A new HIV-1 circulating recombinant form (CRF), CRF33_01B, has been identified in Malaysia. Concurrently we found a unique recombinant form (URF), that is, the HIV-1 isolate 06MYKLD46, in Kuala Lumpur, Malaysia. It is composed of B or a Thai variant of the B subtype (B') and CRF01_AE. Here, we determined the near full-length genome of the isolate 06MYKLD46 and performed detailed phylogenetic and bootscanning analyses to characterize its mosaic composition and to further confirm the subtype assignments. Although the majority of the 06MYKLD46 genome is CRF01_AE, we found three short fragments of B or B' subtype inserted along the genome. These B or B' subtype regions were 716 and 335 bp, respectively, in the protease-reverse transcriptase (PR-RT) region, similar to those found in CRF33_01B, as well as an extra 590 bp in the env gene region. Thus we suggest that 06MYKLD46 is a possible second-generation HIV-1 recombinant derived from CRF33_01B.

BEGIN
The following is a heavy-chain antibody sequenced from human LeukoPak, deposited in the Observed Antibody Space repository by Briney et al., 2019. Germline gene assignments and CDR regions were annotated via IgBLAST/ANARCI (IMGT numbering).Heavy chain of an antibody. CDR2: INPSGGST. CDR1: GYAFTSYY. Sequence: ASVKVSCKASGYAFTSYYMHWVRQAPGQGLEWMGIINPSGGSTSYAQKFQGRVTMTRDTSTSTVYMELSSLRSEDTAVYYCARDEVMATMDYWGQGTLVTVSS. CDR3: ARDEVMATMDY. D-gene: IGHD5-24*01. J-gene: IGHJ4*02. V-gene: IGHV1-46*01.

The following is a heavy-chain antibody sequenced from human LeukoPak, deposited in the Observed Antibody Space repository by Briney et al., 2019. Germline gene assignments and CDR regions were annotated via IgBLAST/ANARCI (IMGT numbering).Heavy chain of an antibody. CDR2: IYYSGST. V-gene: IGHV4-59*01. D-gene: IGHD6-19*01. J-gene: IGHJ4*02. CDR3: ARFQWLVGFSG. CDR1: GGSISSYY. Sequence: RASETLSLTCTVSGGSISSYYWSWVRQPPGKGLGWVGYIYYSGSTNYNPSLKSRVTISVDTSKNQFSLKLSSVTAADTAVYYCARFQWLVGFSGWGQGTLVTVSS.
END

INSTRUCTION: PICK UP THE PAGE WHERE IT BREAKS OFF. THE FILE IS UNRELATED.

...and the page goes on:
To assess the prevalence of mutations associated with drug resistance in antiretroviral-naive patients in Kuala Lumpur, Malaysia, genotypic resistance testing was conducted among drug-naive HIV-1 patients attending the University Malaya Medical Center (UMMC) between July 2003 and June 2004. Reverse transcriptase (RT) and protease genes of plasma virions were sequenced from 100 individuals. The majority of the patients were recently diagnosed. Codons 20-255 of the RT and 1-96 of the protease gene were examined for major and minor mutations associated with antiretroviral resistance reported by the International AIDS Society- USA (IAS-USA) Drug Resistance Mutations Group. The prevalence of patients with at least one major mutation conferring drug resistance was 1%, with only one patient having a Y181C amino acid substitution in the RT gene that confers high-level resistance to nevirapine and delavirdine. Minor mutations were detected in high prevalence in the protease gene. Amino acid substitutions I13V, E35D, and M36I were associated with CRF01_AE while L63P, V77I, and I93L were associated with subtype B. Baseline prevalence of major mutations associated with resistance to antiretroviral drugs was low among antiretroviral-naive HIV-1 patients, suggesting that routine drug resistance testing may be unnecessary for all individuals newly diagnosed with HIV or all patients beginning antiretroviral therapy.